Realizing "the pressing necessity of obtaining a multitude of exact measurements relating to every measurable faculty of body or mind, for two generations at least, on which to theorize "he set about in many different ways to achieve this object. In 1882, he published a plea beginning" When shall we have anthropometric laboratories, where a man may from time to time get himself and his children weighed, measured and rightly photographed, and have each of their bodily faculties tested, by the best methods known to modern science?"
This plan was realized in 1884 when Mr. Galton established an anthropometric laboratory at the International Health Exhibition, London. Subsequently the laboratory was maintained in the Science Galleries of the South Kensington Museum for about six years.
It is impossible to summarize fitly the consequences of the establishment of these laboratories. Certainly they are not to be gauged by the tangible data which they yielded. The measurement of the various faculties required special apparatus, and our psychological laboratories and college gymnasia are greatly indebted to these pioneer institutions. From anthropometry in particular is a natural step to biometry in general.
With Francis Galton anthropometry was largely a means to an end—heredity. The titles of his major works on inheritance have already been given. Heredity in its turn was merely the scientific prerequisite for a humanitarian movement—eugenics. To this end it was with the few exceptions mentioned above concentrated upon man.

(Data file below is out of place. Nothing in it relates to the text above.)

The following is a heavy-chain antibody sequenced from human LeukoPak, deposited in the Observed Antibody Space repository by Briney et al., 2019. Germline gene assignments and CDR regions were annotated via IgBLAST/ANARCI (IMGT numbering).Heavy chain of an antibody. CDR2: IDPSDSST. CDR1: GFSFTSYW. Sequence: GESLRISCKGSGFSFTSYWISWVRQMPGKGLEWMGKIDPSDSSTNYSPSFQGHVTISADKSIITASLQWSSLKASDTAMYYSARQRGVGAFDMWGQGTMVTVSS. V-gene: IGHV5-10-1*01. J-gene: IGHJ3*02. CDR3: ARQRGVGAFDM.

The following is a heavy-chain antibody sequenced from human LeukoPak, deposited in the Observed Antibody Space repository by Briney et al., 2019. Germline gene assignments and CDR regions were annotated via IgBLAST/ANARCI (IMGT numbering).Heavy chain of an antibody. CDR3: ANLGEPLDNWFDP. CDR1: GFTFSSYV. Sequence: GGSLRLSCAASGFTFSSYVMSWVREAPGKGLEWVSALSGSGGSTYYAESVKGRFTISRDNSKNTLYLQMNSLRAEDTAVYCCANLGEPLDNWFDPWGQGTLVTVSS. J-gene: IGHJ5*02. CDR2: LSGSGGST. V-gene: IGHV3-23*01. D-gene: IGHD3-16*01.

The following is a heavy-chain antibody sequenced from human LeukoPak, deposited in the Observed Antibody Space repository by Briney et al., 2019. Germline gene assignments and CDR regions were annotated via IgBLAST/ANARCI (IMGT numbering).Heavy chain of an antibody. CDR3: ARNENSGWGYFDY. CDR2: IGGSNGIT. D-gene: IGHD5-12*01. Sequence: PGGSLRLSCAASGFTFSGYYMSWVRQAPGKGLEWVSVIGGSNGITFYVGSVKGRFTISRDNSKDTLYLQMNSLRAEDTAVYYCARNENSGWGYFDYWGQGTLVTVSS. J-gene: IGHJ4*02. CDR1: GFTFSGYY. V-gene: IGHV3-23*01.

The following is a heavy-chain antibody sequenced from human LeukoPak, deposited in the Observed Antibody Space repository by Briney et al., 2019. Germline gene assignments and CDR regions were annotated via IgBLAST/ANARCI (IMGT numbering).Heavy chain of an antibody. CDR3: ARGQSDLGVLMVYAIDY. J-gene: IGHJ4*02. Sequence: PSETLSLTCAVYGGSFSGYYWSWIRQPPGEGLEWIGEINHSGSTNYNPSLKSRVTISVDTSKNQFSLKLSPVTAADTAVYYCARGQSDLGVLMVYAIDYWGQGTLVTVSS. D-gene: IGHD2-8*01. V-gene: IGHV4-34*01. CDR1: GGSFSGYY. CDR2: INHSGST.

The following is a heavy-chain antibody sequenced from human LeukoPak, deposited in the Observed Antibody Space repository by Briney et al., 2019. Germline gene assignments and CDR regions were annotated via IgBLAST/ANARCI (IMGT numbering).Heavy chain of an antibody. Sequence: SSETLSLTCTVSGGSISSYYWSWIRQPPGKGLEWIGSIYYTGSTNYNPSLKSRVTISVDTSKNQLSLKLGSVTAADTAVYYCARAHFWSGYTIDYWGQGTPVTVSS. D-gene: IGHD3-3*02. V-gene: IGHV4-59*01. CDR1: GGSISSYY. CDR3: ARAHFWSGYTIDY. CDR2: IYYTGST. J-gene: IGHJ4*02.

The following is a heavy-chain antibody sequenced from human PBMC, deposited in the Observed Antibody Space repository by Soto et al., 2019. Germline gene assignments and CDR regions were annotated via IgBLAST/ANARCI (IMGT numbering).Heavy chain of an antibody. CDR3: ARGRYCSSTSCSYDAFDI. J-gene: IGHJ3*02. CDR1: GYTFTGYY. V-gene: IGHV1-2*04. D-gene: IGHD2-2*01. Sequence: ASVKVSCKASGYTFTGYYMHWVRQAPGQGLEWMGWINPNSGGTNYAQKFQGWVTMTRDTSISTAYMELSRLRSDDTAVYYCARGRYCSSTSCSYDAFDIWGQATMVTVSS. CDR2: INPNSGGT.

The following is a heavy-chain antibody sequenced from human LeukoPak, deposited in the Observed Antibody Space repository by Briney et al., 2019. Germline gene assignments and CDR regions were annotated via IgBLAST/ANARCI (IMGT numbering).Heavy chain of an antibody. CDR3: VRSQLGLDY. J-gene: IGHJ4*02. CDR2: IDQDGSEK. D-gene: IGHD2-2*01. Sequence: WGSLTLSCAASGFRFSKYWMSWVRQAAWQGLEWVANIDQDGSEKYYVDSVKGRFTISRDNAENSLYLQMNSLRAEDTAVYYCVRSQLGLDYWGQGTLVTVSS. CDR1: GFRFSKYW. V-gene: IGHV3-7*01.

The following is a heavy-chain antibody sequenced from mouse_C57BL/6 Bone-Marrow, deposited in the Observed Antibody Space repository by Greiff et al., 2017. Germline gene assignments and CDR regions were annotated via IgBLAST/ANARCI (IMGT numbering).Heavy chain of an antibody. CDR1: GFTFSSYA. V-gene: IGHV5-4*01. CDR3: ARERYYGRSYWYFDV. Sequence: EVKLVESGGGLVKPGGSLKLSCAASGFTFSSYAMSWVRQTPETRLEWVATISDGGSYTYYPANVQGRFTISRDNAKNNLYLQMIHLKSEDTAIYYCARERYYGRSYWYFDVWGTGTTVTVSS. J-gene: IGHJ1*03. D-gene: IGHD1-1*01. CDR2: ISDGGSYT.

Among biologists one often hears misgivings expressed concerning studies of heredity based on man. "Obviously enough the laws of inheritance are the same for man as for other animals, or as for plants, but the material is not suitable for investigation," is the substance of frequent comments. In a degree this criticism is quite justified. Human pedigrees are collected with great difficulty, as compared with those of peas or fowls or mice. Even where the greatest caution is exercised, the opportunities for deception and concealment are very great, and individual pedigrees must be looked upon with the greatest caution.
These objections can not detract in the slightest degree from the credit due to Francis Galton. The work of an individual to be justly appraised must be judged in relation to the intellectual environment of his time, just as social or religious movements to be intelligible must be studied in their historical setting. In "Hereditary Genius" Mr. Galton records the results of an exploration of an entirely new field. In it he entered a terra incognita just as truly as when he turned his back upon the missionary outposts and his face towards the land of the Ovampo. Up to Galton's time men discussed heredity. He set about to measure its intensity. Even after much of his epoch-making work was published, prominent and otherwise well-informed men denied the